Radio advertising has undergone a resurgence since a wave of consolidation rapidly transformed the industry.
Now a business run by a handful of big media companies, radio is seeing economies of scale in programming, personnel and technology.
Media executives say although price increases across the board are a reality, they have less to do with consolidation than with the simple economics of supply and demand.
"Rates have increased significantly this year because of the demand," says Natalie Swed Stone, VP-manager of network radio at Media Edge, New York. "We're in a place where demand is equal to inventory."
STELLAR STOCK NUMBERS
The stock performance for publicly traded radio stocks has been stellar.
"First quarter was up 15%; second quarter should be up 10%-11% -- we've got solid double-digit gains this year," says William Meyers, VP-media analyst at BancBoston Robertson Stephens. "It's the benefits of consolidation, a strong economy and a lot of Internet dollars spent in radio. This is phenomenal growth for a mature industry."
Increases are in line with radio's value and demand should continue, says Chuck Armstrong, exec VP-chief marketing officer for AMFM Interactive, a division of AMFM.
"There's more demand, and it's the cheapest broadcast medium out there," he says.
Ad spending increases in 1998 across all media were up; most significantly, national spot radio rose 21.1% to $2.04 billion, according to Competitive Media Reporting.
Media buyers say the shift in supply and demand can be traced to dot-com advertisers, a hot radio spending category. Just like skateboarding-kids set fashion trends for teens, the dot-coms are out in front in their recognition of radio.
The new category is breathing life into the medium, making it hip again.
"If you have a new category and it elevates [cost per thousands], it creates a halo effect," says Patrick L. McNew, senior VP-director of operations for BBDO Worldwide's Southfield, Mich.-based Local Media Network division. "When you get a category that's hot, it gets the demand going and it gets the rates up."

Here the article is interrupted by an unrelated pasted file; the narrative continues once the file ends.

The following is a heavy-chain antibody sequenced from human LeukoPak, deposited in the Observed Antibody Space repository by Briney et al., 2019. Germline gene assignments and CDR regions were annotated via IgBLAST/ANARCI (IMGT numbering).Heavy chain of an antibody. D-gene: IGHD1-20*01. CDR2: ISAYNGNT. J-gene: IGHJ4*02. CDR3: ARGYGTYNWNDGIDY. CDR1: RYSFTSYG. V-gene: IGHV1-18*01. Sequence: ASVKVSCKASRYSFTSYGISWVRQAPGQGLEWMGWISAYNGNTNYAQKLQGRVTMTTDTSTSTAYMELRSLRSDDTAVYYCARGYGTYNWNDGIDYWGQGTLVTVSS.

Mr. McNew, who claims some radio networks have more than doubled the number of salesmen, also says more local selling shrinks the supply of radio ad opportunities.
Besides Internet advertisers, other national clients are bullish on radio. Visa USA is a significant client of Local Media Network. Cable TV network Showtime uses radio through Media Edge to promote tune-in to specific shows, according to Ms. Swed Stone.
"It's exactly the way that listeners are looking to use radio," she says.
Showtime buys all markets across the U.S. through networks such as ABC Radio Networks, AMFM and Westwood One.
Chrysler Corp. spent more than $50 million in 1998 on its Dodge vehicles, and that spending is all done locally, says Mr. McNew.
"Everyone thinks about Dodge as one client, and it's really 39 different clients because we have 39 different dealer associations" with different needs, he says.
With a finite number of advertising opportunities and control held by increasingly fewer owners, media planners and buyers will look for easier ways to do business. One bright light might be next year's introduction of XM satellite radio, a new broadcast band set to bow in 2000, which may provide more opportunities in radio once commercial opportunities are available.
"We'll be able to say no to some of these networks who are asking for high rates," Ms. Swed Stone says. "We want to be able to walk. That's what we live